Tri-State Black History People, Places and Moments: Sandy Ground, Staten Island

Joseph W. Bishop, who died in 1986, is shown in his Sandy Ground blacksmith shop, which operated from a wooden barn in New York's Staten Island for over 125 years. ((AP Photos, Sandy Ground Historical Museum))

When Captain John Jackson bought land in 1828 in what is today known as Sandy Ground, he became the first black landowner in Staten Island. Soon after, other freedmen followed him, and the village became one of the first free black communities in the country.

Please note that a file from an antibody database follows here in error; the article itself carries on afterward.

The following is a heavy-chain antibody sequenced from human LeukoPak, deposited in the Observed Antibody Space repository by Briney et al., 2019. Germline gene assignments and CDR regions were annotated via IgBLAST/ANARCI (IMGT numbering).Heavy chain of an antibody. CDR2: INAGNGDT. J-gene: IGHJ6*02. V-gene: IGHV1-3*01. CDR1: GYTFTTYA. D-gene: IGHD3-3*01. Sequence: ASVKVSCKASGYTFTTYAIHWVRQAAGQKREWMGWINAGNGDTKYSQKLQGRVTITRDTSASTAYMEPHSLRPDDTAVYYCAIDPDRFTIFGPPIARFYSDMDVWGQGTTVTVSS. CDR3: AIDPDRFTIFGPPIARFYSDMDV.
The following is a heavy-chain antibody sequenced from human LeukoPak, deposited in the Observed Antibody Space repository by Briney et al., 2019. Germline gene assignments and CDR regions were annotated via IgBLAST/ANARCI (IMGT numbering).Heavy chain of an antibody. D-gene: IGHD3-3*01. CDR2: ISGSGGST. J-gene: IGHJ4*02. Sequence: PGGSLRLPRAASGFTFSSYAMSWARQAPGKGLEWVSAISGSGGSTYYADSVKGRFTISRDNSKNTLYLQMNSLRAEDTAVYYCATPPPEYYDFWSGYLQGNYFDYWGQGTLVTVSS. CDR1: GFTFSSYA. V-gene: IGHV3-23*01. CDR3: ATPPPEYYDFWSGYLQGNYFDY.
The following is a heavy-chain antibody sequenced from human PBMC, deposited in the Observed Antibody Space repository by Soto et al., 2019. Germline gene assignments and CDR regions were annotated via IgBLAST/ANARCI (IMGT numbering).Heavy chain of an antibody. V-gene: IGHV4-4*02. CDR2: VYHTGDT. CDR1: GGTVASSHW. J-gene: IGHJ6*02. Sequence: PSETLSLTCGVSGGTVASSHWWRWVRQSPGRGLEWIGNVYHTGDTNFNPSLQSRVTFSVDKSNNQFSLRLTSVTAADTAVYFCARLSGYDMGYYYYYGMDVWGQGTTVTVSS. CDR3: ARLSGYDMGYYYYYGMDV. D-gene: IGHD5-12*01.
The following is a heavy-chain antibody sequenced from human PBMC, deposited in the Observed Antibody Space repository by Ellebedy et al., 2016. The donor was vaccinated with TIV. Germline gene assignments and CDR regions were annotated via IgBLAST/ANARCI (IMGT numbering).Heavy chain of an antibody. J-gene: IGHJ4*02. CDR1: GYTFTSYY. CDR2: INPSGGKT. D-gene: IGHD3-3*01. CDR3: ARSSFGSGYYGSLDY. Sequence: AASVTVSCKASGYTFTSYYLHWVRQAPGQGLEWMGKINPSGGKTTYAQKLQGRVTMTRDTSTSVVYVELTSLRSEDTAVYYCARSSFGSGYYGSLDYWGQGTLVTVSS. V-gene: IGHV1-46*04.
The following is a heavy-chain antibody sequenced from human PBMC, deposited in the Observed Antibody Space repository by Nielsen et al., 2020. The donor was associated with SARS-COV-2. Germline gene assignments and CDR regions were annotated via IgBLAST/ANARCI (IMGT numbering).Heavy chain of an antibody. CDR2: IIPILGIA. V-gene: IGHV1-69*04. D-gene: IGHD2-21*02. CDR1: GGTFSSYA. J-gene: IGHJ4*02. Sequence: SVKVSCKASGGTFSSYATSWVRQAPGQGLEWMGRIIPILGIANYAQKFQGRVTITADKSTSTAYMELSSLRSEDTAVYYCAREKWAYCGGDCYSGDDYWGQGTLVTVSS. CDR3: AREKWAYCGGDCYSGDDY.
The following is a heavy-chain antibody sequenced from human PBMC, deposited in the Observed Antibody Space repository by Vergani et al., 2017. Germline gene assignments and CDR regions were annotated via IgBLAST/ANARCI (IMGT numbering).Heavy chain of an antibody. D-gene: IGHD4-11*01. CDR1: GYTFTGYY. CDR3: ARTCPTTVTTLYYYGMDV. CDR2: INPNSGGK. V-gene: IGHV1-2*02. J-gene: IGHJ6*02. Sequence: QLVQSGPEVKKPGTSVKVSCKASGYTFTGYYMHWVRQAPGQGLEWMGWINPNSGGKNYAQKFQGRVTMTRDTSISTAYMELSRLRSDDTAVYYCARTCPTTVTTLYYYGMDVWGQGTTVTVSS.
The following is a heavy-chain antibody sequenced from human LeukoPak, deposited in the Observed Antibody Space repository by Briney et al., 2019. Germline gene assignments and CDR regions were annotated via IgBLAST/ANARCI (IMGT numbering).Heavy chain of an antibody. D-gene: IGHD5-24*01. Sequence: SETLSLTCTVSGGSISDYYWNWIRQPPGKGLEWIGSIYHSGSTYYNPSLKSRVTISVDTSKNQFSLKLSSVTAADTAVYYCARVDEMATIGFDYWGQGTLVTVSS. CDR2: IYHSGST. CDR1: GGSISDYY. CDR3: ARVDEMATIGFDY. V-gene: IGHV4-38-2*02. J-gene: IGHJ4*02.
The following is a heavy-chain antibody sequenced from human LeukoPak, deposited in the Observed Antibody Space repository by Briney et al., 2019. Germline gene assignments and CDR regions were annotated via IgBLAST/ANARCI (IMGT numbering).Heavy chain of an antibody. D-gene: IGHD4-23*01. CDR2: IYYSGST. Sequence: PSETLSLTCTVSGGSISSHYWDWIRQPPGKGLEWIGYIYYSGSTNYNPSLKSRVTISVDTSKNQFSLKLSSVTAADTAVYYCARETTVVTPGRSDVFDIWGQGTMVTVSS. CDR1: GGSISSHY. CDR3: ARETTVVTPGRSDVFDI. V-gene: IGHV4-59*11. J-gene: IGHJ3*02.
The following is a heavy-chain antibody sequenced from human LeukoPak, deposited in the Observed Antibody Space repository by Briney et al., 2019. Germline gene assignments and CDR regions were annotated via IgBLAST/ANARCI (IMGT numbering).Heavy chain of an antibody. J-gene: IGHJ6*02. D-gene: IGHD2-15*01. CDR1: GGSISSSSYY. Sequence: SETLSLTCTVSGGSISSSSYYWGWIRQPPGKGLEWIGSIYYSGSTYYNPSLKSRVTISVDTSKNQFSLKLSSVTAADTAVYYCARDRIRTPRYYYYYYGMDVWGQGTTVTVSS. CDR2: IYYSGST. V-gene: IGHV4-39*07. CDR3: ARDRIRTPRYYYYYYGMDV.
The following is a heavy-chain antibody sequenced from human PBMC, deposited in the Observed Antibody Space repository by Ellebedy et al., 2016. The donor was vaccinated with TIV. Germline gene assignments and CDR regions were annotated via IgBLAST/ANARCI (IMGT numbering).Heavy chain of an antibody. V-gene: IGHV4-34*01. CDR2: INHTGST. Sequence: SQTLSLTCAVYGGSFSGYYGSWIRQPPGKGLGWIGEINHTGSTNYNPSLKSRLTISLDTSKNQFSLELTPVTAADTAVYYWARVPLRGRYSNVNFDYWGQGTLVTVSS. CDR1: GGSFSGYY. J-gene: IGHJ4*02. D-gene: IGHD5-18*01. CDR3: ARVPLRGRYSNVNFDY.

The community was a successful farming village and prospered even further when it became a prime location for oyster gathering in 1841. Sandy Ground was further enriched culturally when in 1850, the Zion African Methodist Episcopal Church was founded. The church became a social hub for residents of Sandy Ground and likely an important Underground Railroad stop.

Today, the community functions as the oldest black settlement in the U.S.. The church continues to serve the community and visitors can tour the Sandy Ground Historical Society's museum, a Program Site for the National Underground Railroad Network to Freedom. The group conducts ongoing research and preserves the history of the Sandy Ground community and African American history.

Sandy Ground Historical Society
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columbia.edu
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